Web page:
Tax-Free Savings vs. Retirement Annuity: Which is Better For You?

Thang Truong
Thang Truong
Updated on:

If you live in Canada, you should take advantage of a TFSA, or tax-free savings account. It’s not really a savings account, but rather an investment account. You can invest in stocks, bonds, EFT’s and cash. You invest your after-tax income in the account, and then withdrawals are tax-free. 

If you live in the United States, you don’t have access to a TFSA—a Roth IRA offers similar benefits, it was launched to offer Americans a great option to save for tax-free retirement income. Or you could consider a retirement annuity. Both of these accounts provide tax benefits, and both could be considered part of your retirement investment portfolio. 

What is a Retirement Annuity?

A retirement annuity is an insurance product that provides income to the owner, either monthly, quarterly, or annually. Money invested in an annuity grows tax-deferred until you withdraw it. This can provide guaranteed income for you in retirement. With Social Security benefits paying only an average of $1,503 a month, that doesn’t go very far. A retirement annuity could provide some extra income to supplement your retirement. 

There are different types of annuities to choose from.

Fixed annuity: Fixed annuity provides a set payment over a set period of time

Variable annuity: Variable annuities invest in a portfolio of investments that you choose, and then the amount you receive depends on the performance of the investments.

Fixed-indexed Annuity: Similar to indexed universal life insurance, the investments are tied to market performance based on an index like the S&P 500.

>>MORE: Should I Invest in S&P 500 Index Through an Indexed Universal Life Insurance (IUL) Policy?

There are also different ways to distribute the money. 

Immediate Annuity: You pay a lump sum payment into an annuity and a month or so later start receiving payments. Since you buy these with after-tax income, only the amounts earned on the investments are taxed when you withdraw. 

Deferred Annuity: In this annuity, you pay a lump sum payment into an investment account. The money grows over time, and when you retire you start receiving payments.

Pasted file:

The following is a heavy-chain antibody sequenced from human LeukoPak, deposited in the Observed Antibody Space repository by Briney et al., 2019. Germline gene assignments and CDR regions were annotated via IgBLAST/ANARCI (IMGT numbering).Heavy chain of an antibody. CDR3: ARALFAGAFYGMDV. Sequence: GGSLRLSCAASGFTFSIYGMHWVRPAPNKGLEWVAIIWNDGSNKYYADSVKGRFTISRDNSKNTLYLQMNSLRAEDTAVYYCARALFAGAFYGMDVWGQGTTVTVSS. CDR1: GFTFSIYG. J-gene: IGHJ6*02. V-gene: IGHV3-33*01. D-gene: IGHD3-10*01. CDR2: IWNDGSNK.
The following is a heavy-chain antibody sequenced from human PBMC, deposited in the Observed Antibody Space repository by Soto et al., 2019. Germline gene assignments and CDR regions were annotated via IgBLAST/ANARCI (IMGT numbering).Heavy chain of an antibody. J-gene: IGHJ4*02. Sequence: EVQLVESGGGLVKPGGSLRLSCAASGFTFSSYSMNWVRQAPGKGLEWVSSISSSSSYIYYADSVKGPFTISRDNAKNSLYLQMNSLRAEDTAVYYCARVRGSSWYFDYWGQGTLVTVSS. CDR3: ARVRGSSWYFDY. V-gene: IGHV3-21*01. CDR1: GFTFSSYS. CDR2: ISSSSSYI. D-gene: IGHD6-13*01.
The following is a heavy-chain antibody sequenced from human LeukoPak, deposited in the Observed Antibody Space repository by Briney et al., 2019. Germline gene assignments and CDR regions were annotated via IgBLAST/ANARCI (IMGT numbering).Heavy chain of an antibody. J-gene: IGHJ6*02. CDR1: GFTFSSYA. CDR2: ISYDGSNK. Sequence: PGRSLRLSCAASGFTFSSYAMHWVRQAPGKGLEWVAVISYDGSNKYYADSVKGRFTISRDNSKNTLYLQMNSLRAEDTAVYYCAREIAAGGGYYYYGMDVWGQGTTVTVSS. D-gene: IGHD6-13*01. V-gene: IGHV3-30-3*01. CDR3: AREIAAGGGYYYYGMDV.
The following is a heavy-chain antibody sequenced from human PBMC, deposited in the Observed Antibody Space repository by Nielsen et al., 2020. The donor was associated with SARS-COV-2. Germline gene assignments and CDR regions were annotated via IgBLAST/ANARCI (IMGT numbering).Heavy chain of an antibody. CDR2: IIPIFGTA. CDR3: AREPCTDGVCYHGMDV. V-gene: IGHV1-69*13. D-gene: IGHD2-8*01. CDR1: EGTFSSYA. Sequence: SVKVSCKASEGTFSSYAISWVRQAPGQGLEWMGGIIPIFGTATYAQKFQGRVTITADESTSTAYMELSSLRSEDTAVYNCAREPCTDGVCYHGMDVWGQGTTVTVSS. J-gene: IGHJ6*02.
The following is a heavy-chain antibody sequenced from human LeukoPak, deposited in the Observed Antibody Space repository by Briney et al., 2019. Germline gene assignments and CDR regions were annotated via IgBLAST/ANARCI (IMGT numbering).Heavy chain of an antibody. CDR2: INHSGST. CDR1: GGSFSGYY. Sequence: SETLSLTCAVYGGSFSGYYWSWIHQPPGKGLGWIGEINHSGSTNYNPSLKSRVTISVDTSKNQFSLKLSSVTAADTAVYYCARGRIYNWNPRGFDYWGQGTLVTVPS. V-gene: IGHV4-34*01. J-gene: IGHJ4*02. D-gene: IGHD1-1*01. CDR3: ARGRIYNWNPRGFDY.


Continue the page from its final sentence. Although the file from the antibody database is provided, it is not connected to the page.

Pros and Cons of Retirement Annuities

– Guaranteed source of income in retirement
– Funds are tax-deferred until you start receiving payments
– Guaranteed return on investment
– Your heirs may get a death benefit
– No contribution limits 
– Can be jointly owned
– Fees can be high
– There are surrender fees if you back out of the contract
– You won’t be able to withdraw money until you’re at least 59.5, or you’ll pay penalties (typically about 10%)
– Investment options may be limited

What is IRA? And Why is It Good for Retirement Savings?

Individual Retirement Accounts were developed after fewer and fewer companies offered pensions. An IRA offers a tax-deferred way to save for retirement, as you’re investing pre-tax money. You’ll pay taxes on the withdrawals, but the money grows tax-free until then. 

An IRA is not actually an investment—it’s an account where you hold investments, such as stocks, bonds, mutual funds or whatever you want to invest in. There is some risk involved, as the investments you choose may not provide the return you were hoping for and could possibly lose money in certain years. 

How is Roth IRA Different from IRA?

A Roth IRA is also an individual retirement account, except that you make contributions to it with after-tax dollars. Since you already paid taxes on the money, withdrawals are completely tax-free. For high income earners, this is a significant benefit since it can help save 20-30% of your income in retirement years from paying federal and state income tax when you withdraw from your Roth IRA account. This is also a unique advantage of a Roth IRA account over other retirement savings and investment account like 401K or investment brokerage accounts that you may have at Vanguard or Charles Schwab.